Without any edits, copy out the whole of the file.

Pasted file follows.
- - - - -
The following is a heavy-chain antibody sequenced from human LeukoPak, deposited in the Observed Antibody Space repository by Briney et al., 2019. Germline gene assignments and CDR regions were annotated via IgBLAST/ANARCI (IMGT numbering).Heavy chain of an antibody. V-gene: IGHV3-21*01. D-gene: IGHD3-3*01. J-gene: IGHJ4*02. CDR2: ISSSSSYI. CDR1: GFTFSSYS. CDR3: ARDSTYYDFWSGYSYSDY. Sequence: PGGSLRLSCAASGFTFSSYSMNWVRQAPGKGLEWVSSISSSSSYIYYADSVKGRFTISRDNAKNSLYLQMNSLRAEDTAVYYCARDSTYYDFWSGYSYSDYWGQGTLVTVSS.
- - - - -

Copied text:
The following is a heavy-chain antibody sequenced from human LeukoPak, deposited in the Observed Antibody Space repository by Briney et al., 2019. Germline gene assignments and CDR regions were annotated via IgBLAST/ANARCI (IMGT numbering).Heavy chain of an antibody. V-gene: IGHV3-21*01. D-gene: IGHD3-3*01. J-gene: IGHJ4*02. CDR2: ISSSSSYI. CDR1: GFTFSSYS. CDR3: ARDSTYYDFWSGYSYSDY. Sequence: PGGSLRLSCAASGFTFSSYSMNWVRQAPGKGLEWVSSISSSSSYIYYADSVKGRFTISRDNAKNSLYLQMNSLRAEDTAVYYCARDSTYYDFWSGYSYSDYWGQGTLVTVSS.